Memorable customer experiences may be completed face-to-face, but they’re built behind the scenes. Brian Kinsella, Vice President, Order Management at Manhattan Associates, explains why order management is proving pivotal to retailers’ personalisation strategies – and how to build a roadmap for meeting the increasingly tailored standards being set by consumers.
How important has order management become to retail organisations?
Order management is the brain of today’s retail operations. In fact, the term order management is a misnomer – more progressive omnichannel retailers expect their systems to do things far beyond traditional capabilities.
Today, successful order management is a key competency, and a vital part of retailers gaining global visibility of available units to sell. Not only that, but it sets the parameters of their stock – for example, which units are not eligible for same day delivery, but are for click and collect.
The layer of software we group under order management is becoming the enterprise hub for selling and fulfilment.
Meeting customer needs is a hot topic – how are leading retailers using their systems to create greater levels of personalisation?
An effective order management solution doesn’t just tell retailers about the inventory, orders and transactions taking place; it can reveal insights into customers, such as their purchase, spend and return history. This has the power to take shopper interactions way beyond shipping and delivery to a service based on their value to the business. Creating this kind of relationship relies on implementing an agile system.
Where do the majority of retailers lie on the spectrum of delivering these customer experiences?
Every merchant is at a different stage in the journey. Until now, many of them have been focussed on delivering scalable customer facing ecommerce platforms, which is no small feat. They’ve got themselves into a position where they can now withstand and successfully capitalise on flash promotions and events such as Cyber Monday.
Now they have to start configuring their business infrastructure for today’s hybrid, part bricks-and-mortar, part digital industry. Many of them want to be introducing omnichannel services to enhance the customer experience – cross-channel returns, shipping from store, tailoring store experiences through digital technology – but at the moment this is a roadmap, not a reality, for most organisations.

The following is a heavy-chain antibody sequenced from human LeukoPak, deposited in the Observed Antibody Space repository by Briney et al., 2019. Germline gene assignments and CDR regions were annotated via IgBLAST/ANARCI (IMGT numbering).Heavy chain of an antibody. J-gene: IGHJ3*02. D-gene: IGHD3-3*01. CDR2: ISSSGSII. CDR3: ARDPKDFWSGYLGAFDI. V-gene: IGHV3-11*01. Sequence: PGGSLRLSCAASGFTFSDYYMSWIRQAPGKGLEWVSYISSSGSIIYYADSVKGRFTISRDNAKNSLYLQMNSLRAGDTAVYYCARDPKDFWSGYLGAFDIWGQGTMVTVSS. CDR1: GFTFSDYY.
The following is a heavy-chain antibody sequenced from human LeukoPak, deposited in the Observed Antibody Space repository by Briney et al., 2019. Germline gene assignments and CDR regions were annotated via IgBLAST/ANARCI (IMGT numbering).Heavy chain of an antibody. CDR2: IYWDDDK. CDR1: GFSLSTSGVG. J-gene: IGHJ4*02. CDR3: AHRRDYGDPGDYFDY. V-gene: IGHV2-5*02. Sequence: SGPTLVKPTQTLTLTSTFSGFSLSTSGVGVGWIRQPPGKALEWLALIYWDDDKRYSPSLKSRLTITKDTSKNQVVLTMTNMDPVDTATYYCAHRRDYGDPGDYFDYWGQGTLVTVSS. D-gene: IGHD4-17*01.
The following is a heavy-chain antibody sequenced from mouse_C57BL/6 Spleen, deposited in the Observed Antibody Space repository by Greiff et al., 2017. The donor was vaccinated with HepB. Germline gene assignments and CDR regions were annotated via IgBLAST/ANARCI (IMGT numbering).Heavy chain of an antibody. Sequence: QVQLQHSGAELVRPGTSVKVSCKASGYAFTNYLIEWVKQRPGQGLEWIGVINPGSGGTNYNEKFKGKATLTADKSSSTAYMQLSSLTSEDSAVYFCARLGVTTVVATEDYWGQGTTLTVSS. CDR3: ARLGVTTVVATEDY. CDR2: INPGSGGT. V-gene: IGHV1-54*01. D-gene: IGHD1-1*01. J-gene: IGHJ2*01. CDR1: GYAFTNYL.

How can merchants turn their omnichannel roadmap into a reality?
First of all, there needs to be buy-in across the business. Most IT solutions are now championed at CEO level and involve many different areas of the company; merchandising, planning, finance, store operations and so forth.
In Manhattan’s 25 years’ experience implementing technologies, we’ve seen first-hand the importance of retailers recognising and acknowledging that the deployment of a new solution is more than a project – it’s a change in the way their business operates.
It’s also very important to sequence implementations based on business priorities and return on investment. Most organisations understand which omnichannel processes are important to them right now, so start with those first. Trying to do everything at once is an unachievable goal.
What’s your biggest advice to retailers setting out along this path today?
Start building competency internally. Outsourcing might seem like a great strategy, but you need the skills in-house to operate systems, analyse the data they produce and make decisions based on the resulting insights. If you need a solution to run your business, you need to know how to extract value from it.
Also, don’t wait for others to move first. The entire retail industry is moving incredibly fast, there are too many people already servicing customers better than you to not consider operational transformation a critical issue.
Finally, when you do invest in a solution, put the best infrastructure in place for future growth. With the right flexibility you can respond to challenges very quickly.
There’s no way you can predict where supply and demand will come from in three years’ time. The DNA of your solution should be an inherent understanding that there are going to be more channels to deal with in future, and your system will need to adapt to these.